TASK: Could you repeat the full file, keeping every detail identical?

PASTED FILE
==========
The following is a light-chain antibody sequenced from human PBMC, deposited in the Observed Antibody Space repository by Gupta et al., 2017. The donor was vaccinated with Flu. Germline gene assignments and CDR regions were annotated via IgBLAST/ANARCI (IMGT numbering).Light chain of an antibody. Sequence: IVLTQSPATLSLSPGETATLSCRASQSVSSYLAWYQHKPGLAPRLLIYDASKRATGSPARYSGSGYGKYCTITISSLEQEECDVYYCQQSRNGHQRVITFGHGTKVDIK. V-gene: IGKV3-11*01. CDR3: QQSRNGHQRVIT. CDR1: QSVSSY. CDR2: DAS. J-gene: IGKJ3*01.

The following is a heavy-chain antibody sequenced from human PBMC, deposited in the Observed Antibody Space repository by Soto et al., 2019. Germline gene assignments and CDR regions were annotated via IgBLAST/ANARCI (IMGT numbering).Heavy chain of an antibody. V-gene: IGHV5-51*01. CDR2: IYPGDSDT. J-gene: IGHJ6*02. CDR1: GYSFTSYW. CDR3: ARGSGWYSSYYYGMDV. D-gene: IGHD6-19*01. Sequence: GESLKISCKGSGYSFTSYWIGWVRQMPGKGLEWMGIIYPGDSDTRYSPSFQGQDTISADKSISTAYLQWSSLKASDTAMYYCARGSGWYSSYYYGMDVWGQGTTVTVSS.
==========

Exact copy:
The following is a light-chain antibody sequenced from human PBMC, deposited in the Observed Antibody Space repository by Gupta et al., 2017. The donor was vaccinated with Flu. Germline gene assignments and CDR regions were annotated via IgBLAST/ANARCI (IMGT numbering).Light chain of an antibody. Sequence: IVLTQSPATLSLSPGETATLSCRASQSVSSYLAWYQHKPGLAPRLLIYDASKRATGSPARYSGSGYGKYCTITISSLEQEECDVYYCQQSRNGHQRVITFGHGTKVDIK. V-gene: IGKV3-11*01. CDR3: QQSRNGHQRVIT. CDR1: QSVSSY. CDR2: DAS. J-gene: IGKJ3*01.

The following is a heavy-chain antibody sequenced from human PBMC, deposited in the Observed Antibody Space repository by Soto et al., 2019. Germline gene assignments and CDR regions were annotated via IgBLAST/ANARCI (IMGT numbering).Heavy chain of an antibody. V-gene: IGHV5-51*01. CDR2: IYPGDSDT. J-gene: IGHJ6*02. CDR1: GYSFTSYW. CDR3: ARGSGWYSSYYYGMDV. D-gene: IGHD6-19*01. Sequence: GESLKISCKGSGYSFTSYWIGWVRQMPGKGLEWMGIIYPGDSDTRYSPSFQGQDTISADKSISTAYLQWSSLKASDTAMYYCARGSGWYSSYYYGMDVWGQGTTVTVSS.